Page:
Student Voice


May 22, 2022



Student Senate addresses proposed budget increases

March 7, 2014

For the past few weeks, Student Senate has been hearing presentations for budget increases for campus departments for recommendation to the chancellor.

Brooke Frelich, chair of Facilities and Fees (F&F), has been working with the various departments to produce budgets that will allow those departments to maintain or better services for students.

“Not all budgets are increasing but for those that are, the increase is necessary to continue operations, as well as to increase programs for students,” Frelich said.

Budgets are capped at a 3 percent increase, and many departments are requesting budget increases near or at the 3 percent cap. According to Associate Vice Chancellor for Student Affairs Gregg Heinselman, the 3 percent cap is a recommendation set by the UW-System budget office, based on the consumer price index (CPI).

The CPI is an average of the price of a basket of goods compared to a base year price, which presents the inflation rate. Therefore, based on the inflation rate, the UW System arrived at the 3 percent cap.

“What that means for us is the chancellor’s pretty firm,” Heinselman said. “Last year F&F recommended a couple budgets that were over 3 percent and once the chancellor reviewed those, he accepted one of those budgets and the denied the others, and brought them back the 3 percent threshold.”

The 3 percent cap is necessary because people’s earnings have grown 3 percent over the last year, so in order to continue the same level of services, the budgets must increase.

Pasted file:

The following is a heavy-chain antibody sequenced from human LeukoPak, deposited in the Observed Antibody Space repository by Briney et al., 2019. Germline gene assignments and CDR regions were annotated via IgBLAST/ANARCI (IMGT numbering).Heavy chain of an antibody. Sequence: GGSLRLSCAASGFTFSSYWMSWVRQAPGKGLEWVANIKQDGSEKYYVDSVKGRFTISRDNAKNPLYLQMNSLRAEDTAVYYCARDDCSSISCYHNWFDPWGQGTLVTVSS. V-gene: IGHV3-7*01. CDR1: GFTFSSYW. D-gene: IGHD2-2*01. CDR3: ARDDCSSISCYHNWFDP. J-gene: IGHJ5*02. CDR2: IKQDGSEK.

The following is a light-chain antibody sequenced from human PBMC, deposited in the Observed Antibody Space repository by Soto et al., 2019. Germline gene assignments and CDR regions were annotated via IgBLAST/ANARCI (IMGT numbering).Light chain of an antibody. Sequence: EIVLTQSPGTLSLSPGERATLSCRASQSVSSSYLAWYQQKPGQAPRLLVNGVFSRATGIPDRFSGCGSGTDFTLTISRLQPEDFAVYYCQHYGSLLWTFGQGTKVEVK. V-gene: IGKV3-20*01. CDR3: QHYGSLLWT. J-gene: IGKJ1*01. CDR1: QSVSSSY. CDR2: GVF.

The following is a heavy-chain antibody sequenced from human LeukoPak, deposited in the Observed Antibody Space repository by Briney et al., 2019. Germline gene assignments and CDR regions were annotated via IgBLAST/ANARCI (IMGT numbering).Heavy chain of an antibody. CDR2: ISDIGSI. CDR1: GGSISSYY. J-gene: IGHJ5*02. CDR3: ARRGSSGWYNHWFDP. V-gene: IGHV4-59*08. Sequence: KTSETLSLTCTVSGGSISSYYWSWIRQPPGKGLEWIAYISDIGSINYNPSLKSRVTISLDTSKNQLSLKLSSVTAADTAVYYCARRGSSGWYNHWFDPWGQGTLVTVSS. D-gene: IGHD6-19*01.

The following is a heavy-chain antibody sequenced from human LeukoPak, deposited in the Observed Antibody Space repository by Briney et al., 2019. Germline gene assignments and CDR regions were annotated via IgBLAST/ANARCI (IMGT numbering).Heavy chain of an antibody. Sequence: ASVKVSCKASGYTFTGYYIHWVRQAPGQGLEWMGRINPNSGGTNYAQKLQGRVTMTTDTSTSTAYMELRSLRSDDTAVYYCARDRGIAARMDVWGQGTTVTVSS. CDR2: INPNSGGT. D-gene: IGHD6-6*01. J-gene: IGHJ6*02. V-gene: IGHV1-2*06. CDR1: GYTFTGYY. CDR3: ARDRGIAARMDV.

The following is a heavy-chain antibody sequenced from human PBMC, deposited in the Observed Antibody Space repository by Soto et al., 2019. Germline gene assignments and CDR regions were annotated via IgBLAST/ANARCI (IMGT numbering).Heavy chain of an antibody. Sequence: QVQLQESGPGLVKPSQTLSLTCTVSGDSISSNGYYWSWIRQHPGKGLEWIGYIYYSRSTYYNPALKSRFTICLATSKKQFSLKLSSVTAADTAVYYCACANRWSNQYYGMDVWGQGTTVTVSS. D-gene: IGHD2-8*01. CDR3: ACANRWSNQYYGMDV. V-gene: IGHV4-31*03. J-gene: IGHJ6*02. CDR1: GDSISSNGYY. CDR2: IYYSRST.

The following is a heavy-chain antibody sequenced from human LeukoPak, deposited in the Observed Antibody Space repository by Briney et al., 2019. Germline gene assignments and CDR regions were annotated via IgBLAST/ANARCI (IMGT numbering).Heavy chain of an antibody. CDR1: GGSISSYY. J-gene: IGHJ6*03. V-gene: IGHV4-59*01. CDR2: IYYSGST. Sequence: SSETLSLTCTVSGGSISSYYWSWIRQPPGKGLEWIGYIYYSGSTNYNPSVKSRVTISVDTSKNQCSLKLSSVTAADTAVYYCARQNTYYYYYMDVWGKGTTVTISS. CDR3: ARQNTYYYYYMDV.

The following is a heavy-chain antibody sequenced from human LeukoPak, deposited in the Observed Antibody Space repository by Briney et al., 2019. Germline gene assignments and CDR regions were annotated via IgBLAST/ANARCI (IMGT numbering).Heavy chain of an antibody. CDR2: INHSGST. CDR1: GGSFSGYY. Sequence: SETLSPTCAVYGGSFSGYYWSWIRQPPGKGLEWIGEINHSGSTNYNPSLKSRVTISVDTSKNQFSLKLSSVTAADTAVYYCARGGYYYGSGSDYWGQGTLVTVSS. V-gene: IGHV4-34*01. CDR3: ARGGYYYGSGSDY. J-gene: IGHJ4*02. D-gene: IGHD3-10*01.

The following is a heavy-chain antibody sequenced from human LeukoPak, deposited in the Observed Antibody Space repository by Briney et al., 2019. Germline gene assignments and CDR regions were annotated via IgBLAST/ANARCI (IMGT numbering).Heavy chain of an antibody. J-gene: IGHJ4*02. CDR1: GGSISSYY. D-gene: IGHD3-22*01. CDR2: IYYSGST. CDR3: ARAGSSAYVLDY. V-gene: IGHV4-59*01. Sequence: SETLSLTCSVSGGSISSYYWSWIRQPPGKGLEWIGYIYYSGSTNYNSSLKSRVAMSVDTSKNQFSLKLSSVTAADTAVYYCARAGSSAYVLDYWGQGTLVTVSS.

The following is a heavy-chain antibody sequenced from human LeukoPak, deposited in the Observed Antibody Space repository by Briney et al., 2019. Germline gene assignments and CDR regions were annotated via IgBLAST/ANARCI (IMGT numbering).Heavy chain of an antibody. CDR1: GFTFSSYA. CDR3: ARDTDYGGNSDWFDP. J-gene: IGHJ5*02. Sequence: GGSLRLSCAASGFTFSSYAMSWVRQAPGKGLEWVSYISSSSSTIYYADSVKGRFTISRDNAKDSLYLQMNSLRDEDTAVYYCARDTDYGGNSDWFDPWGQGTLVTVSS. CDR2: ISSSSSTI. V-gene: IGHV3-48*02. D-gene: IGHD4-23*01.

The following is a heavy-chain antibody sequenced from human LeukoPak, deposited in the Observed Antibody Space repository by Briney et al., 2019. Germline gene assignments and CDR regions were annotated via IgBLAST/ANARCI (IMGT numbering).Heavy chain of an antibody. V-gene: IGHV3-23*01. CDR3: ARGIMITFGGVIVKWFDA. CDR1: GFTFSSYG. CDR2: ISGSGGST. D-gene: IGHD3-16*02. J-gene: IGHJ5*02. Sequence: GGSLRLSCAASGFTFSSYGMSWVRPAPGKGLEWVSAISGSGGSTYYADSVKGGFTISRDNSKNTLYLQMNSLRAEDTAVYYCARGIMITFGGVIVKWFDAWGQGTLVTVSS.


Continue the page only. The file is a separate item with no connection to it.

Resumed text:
Heinselman said the Dining Services budget is a prime example of how the CPI affects how much money is requested. Food prices change within a year, so Dining Services requests a budget increase to provide the same quality of food available to students. He said the Health Services contract faces a similar issue, but the inflation rate for health care is at about 4 percent, so only asking for a 3 percent increase will mean 1 percent is lost in the budget every year.

Student enrollment leads to less money available, since not as many students are paying segregated fees, which is where the departments receive their funding.

“If student enrollment drops in the fall, that will have no immediate effect on the segregated fees,” Frelich said. “The budgets, however, have made estimations based on decrease in enrollments. With that, if it were to continue to drop, departments would need to look into a variety of things to help maintain their budgets where they are currently.”

Along with the continuing issue of student enrollment and retention, departments are faced with the $1.7 million base budget cut for FY15.

Heinselman said that departments have been asked to support part of the $1.7 million budget cut, and that the University has asked Student Affairs to provide $273,000.

“Where do we find $273,000?” Heinselman asked.

The ways in which Student Affairs can recoup that money is through cutting costs and services or balancing costs and services with a budget increase.

Heinselman also said that departments are being asked to add an overhead charge, which means to tax external revenue. One example is Hunt Arena and the skating school. Starting July 1, UWRiver Falls will collect 10 percent of the money earned from the skating school. In the past, Hunt Area kept all of the money.

F&F has reviewed all budgets and the remainder of the budgets were voted on for recommendation on Tuesday at the Student Senate meeting. “Budget increase have been presented in a very transparent way,” Heinselman said.

“We’re trying to be as upfront and direct as we can through the F&F and Student Senate process.”